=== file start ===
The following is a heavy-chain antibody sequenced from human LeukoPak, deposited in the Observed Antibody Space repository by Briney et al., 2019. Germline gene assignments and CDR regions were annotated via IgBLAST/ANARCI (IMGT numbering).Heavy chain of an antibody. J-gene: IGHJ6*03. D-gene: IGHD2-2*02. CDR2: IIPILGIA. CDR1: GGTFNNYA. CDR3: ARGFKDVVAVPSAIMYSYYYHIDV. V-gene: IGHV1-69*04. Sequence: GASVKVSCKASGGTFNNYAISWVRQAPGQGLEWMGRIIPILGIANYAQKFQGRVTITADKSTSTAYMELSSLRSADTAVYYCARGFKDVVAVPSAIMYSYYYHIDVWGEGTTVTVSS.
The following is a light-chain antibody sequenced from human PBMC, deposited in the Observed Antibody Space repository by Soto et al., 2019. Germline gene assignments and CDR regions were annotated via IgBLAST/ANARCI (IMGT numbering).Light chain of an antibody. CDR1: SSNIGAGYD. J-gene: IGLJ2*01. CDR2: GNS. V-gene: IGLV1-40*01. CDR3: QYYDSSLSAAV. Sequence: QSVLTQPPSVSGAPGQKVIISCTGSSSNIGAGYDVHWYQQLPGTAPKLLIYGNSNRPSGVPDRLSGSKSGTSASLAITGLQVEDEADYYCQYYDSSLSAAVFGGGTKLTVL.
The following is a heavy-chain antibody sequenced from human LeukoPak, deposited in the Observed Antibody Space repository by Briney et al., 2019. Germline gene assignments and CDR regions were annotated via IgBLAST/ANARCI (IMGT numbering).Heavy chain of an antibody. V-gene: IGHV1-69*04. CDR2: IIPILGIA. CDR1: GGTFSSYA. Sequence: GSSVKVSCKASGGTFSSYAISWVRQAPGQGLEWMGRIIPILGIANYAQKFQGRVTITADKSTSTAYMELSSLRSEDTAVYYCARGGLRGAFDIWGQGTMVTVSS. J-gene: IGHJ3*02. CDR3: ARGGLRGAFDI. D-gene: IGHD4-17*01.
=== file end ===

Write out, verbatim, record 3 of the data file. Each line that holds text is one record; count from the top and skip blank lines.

The following is a heavy-chain antibody sequenced from human LeukoPak, deposited in the Observed Antibody Space repository by Briney et al., 2019. Germline gene assignments and CDR regions were annotated via IgBLAST/ANARCI (IMGT numbering).Heavy chain of an antibody. V-gene: IGHV1-69*04. CDR2: IIPILGIA. CDR1: GGTFSSYA. Sequence: GSSVKVSCKASGGTFSSYAISWVRQAPGQGLEWMGRIIPILGIANYAQKFQGRVTITADKSTSTAYMELSSLRSEDTAVYYCARGGLRGAFDIWGQGTMVTVSS. J-gene: IGHJ3*02. CDR3: ARGGLRGAFDI. D-gene: IGHD4-17*01.